We hope that the front page we’ve started at rewild.com will become the thing that people find first when they hear about “rewilding,” wonder what it means, and type it into Google. We tried to make it flow like a story that unfolds as you scroll down the page to lead you from the standard way that WEIRD people think to the point where you might join this forum. So we start by pointing out that we have some big problems, and then pointing out some context for those problems. Then we get to the first batch of essays, all about overturning the usual stereotypes about hunter-gatherer life.
I think we can continue developing these over time, so I want to start a thread here to collect your comments, critiques, and suggestions. Think of this thread like an ongoing working group.
This was awesome! I think one section that could be added to the list of tribes is actually the whole Chimpanzee/Jane Goodall’s Bananas story. How different people use other animal’s behavior to claim the violent nature in humans (or claim the nurturing nature via Bonobos) but rather than environment creates different behaviors.
That’s a super interesting essay! It’s always great to hear critiques of Jared Diamond and the like, folks who seem to be just rationalizing the expansion of civilization and the narrative of progress. Cognitive dissonance is amazing… if you frame the data in certain ways anything can be made to appear possible. One thing I might add would be a bit more information specifically using examples of more peaceful, egalitarian hunter-gatherer-land tending peoples whose systems worked better than the ones that are mentioned in order to disprove the claims of Diamond and the others. To me the information about those cases such as the Amazon and New Guinea are very convincing but also may be good to balance it with some examples of more stable societies to prove the point instead of focusing more on refuting those that claim the contrary. Sorry that’s probably confusing but hope it comes across well enough. Overall a great read though!
@jason is writing most of them with some input from all of us, with in the intent of collectively editing them as we learn more/discuss the ideas here. I’ve requested that he attribute them to “Contributing Author Jason Godesky” but he hasn’t updated them yet.
I’ve only glanced at this article but I find what I’ve seen to be very interesting and compelling.
I’m a dog trainer, using Natural Dog Training techniques (which Willem has written about here). And I’m interested in the site’s subject matter from a very specific perspective. I’m writing a piece on the “12 Reasons Dominance Hierarchies Don’t Exist in Nature.” And one of the 12 reasons springs from the work of Christopher Boehm.
In his book, Hierarchy in the Forest: The Evolution of Egalitarian Societies, Boehm theorizes that “humans are innately disposed to form social dominance hierarchies similar to those of the African great apes, but prehistoric hunter-gatherers, acting as moral communities, were largely able to neutralize such tendencies—just as extant hunter-gatherers do. The ethnographic basis for that hypothesis was that present-day foragers apply techniques of social control in suppressing both dominant leadership and undue competitiveness.”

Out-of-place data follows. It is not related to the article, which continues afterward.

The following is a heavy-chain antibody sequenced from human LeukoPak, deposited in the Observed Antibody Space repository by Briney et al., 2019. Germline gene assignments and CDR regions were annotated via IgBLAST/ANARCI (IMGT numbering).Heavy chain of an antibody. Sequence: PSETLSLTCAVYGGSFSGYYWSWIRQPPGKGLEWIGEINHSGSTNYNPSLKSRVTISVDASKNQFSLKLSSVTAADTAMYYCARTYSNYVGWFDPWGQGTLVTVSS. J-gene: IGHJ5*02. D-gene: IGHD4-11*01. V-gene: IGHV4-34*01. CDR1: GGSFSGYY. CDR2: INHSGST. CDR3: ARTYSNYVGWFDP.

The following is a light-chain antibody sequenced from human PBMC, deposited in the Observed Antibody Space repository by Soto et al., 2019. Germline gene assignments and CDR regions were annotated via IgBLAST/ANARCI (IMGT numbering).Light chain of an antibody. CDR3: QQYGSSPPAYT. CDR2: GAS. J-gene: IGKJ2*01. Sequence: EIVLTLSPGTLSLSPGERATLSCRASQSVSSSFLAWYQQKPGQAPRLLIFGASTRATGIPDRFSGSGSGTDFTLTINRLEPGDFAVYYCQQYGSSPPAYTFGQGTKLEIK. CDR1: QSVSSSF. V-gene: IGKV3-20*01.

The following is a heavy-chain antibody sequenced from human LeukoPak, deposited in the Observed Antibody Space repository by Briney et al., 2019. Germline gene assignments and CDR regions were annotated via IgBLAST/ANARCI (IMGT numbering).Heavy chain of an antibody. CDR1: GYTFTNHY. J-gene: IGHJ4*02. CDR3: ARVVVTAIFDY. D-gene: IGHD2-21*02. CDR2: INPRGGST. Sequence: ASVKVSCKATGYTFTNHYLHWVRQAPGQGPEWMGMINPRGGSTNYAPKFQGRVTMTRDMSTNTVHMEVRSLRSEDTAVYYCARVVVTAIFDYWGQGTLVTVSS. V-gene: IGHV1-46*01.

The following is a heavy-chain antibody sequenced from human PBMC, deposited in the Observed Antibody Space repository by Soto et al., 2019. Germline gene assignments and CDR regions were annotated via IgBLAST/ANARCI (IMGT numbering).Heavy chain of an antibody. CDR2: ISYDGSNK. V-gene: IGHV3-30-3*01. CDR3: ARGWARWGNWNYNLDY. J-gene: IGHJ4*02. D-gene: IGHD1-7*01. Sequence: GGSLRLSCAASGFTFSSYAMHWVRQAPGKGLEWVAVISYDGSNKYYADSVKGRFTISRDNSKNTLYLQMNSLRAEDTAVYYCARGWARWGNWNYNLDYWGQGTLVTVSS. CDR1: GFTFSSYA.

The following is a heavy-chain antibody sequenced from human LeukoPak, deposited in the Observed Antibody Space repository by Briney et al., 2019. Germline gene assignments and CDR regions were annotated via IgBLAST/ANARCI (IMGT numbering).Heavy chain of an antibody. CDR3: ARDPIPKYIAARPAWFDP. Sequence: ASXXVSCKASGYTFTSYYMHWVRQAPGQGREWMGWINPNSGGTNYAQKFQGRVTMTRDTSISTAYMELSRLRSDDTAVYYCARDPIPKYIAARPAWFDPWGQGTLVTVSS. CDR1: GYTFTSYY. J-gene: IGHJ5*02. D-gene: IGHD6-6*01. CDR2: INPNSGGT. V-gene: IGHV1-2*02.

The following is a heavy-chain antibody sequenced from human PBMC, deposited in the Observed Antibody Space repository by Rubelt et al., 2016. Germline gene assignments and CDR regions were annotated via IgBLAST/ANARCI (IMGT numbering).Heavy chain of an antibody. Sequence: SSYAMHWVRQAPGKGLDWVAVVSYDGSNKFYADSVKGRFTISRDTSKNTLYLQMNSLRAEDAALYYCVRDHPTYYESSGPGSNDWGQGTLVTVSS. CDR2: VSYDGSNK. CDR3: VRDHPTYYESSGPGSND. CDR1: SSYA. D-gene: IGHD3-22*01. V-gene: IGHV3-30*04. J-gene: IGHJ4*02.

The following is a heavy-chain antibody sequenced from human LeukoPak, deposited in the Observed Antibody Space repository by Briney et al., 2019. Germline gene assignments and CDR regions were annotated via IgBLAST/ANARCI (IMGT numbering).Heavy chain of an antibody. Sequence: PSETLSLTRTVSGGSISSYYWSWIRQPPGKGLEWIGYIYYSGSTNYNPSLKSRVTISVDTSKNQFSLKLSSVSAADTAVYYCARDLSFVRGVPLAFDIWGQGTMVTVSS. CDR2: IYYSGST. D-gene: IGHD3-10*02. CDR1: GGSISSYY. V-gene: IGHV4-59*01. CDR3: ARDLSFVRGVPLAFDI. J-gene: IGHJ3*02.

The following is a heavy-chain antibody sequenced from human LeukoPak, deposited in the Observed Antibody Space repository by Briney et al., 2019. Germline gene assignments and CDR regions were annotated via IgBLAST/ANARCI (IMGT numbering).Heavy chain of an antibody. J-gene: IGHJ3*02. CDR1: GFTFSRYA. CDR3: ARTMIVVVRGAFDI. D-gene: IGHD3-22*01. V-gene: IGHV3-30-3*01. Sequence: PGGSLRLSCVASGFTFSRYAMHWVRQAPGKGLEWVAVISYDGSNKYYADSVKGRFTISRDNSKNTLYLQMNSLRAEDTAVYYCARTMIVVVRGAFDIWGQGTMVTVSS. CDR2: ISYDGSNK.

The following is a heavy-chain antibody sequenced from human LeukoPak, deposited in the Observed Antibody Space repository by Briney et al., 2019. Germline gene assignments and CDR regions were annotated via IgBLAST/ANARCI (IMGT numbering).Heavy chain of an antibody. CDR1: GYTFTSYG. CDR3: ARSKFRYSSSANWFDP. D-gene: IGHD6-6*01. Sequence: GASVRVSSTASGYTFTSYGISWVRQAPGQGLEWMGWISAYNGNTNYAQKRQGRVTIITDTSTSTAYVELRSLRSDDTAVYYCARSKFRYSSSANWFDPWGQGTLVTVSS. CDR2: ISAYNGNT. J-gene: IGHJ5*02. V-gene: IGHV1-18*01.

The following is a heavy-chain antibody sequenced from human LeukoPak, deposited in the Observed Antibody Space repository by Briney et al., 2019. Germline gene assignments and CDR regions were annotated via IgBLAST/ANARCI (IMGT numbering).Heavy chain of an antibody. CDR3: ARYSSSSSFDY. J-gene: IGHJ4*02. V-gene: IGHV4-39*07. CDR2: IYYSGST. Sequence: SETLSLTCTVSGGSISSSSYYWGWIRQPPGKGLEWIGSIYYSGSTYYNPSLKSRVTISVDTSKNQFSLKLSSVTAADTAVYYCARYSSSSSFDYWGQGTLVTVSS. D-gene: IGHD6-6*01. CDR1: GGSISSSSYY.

In other words, Boehm believes that hunter-gatherer societies evolved away from the template of the dominance hierarchy seen in apes. But I don’t think that makes any sense. It makes more sense that pre-historic human and animal societies were both egalitarian. Once we developed agriculture and formed permanent settlements, I think that’s when we developed the concept of social
dominance. I also believe that dominance wasn’t a behavioral trait we inherited from apes, that, in fact, apes developed what appear to be dominance hierarchies as a result of human observation and expectation.
It’s interesting to note that when female researchers are left to their own devices they generally don’t see the dominance hierarchies that male researchers do. (It took Jane Goodall 10 years before she saw any aggression in chimpanzees.) Thelma Rowell and Shirley Strum, who both studied baboons in the wild saw no dominance hierarchies, rather they saw affiliative hierarchies run by the females of each troop. Yet Robert Sapolsky saw some really mean, totally unnecessary dominance behaviors in the male the baboons he studied. Interestingly, when the troop he studied was decimated by food tainted with tuberculosis, the only monkees that died were the “most dominant.” And the troop re-formed itself in such a way that any baboon who showed dominant tendencies was quickly shunned.
Anyway, you guys may already know all this stuff. I just found this topic fascinating and can’t wait to read the entire article.